Hemostasis plus release growth factors for repair and healing of tissue

    Formed from megakaryocytes that remain in the red bone marrow and shed platelets into circulation

    In addition to measuring the hematocrit, a very common blood test is a complete blood count (or CBC) with differential. A small amount of blood is taken and smeared onto a gridded microscope slide and then stained to allow for proper examination under a microscope. A trained technician will then view the blood under the microscope and count the numbers of each different type of formed element visible. The report includes numbers for each specific type of leukocyte for the differential portion, along with some other information about the sizes, shapes, and characteristics of each element. The grid on the slide allows counts to be converted into concentrations of each formed element in the blood that can be compared with expected values such as those listed in Table \(\PageIndex{2}\). Elevated or low levels of each type of formed element can indicate specific health concerns.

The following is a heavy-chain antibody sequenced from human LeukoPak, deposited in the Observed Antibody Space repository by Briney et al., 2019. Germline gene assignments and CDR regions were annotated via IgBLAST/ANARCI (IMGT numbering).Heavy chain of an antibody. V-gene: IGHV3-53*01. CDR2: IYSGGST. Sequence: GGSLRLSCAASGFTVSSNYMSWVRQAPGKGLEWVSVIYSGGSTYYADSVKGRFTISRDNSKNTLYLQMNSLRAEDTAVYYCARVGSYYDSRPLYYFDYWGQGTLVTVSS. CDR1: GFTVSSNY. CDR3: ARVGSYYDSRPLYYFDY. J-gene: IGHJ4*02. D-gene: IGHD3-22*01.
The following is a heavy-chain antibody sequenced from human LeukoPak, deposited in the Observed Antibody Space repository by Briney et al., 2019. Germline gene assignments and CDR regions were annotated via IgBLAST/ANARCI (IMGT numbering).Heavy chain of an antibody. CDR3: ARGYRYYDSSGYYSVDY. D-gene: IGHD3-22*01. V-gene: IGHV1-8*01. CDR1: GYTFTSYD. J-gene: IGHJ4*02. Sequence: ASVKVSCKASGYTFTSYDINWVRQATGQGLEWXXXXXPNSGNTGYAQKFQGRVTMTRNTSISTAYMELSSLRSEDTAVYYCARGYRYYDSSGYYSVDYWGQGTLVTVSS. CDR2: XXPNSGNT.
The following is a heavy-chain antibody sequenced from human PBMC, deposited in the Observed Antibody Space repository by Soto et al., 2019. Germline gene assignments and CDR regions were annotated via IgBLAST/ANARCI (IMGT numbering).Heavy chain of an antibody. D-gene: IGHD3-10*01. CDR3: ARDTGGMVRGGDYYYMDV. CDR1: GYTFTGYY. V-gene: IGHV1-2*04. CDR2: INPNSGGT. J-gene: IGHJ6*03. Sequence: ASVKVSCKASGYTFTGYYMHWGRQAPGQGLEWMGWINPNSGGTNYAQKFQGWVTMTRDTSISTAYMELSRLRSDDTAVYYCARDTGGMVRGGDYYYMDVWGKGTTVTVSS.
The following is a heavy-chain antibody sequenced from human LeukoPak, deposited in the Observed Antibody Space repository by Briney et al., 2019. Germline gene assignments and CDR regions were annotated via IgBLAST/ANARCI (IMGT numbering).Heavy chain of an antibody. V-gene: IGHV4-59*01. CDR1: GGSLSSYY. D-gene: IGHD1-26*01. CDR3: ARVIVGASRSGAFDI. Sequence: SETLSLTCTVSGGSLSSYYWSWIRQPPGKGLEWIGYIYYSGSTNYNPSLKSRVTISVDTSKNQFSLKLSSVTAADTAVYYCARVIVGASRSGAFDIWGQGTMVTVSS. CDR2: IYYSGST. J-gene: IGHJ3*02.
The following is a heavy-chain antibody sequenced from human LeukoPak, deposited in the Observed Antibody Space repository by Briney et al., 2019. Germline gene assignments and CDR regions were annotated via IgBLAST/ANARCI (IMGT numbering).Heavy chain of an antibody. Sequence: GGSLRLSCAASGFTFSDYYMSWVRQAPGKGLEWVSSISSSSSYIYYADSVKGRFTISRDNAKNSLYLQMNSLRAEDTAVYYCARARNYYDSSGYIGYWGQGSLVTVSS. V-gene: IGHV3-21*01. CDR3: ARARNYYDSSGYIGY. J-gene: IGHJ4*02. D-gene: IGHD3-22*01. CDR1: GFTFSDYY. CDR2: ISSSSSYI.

Concept Review

    Blood is a fluid connective tissue critical to the transportation of nutrients, gases, and wastes throughout the body; to defend the body against infection and other threats; and to the homeostatic regulation of pH, temperature, and other internal conditions. Blood is composed of formed elements—erythrocytes, leukocytes, and cell fragments called platelets—and a fluid extracellular matrix called plasma. More than 90 percent of plasma is water. The remainder is mostly plasma proteins—mainly albumin, globulins, and fibrinogen—and other dissolved solutes such as glucose, lipids, electrolytes, and dissolved gases. Because of the formed elements, the plasma proteins, and other solutes, blood is sticky and more viscous than water. It is also slightly alkaline, and its temperature is slightly higher than normal body temperature.

    Review Questions

    Q. Which of the following statements about blood is true?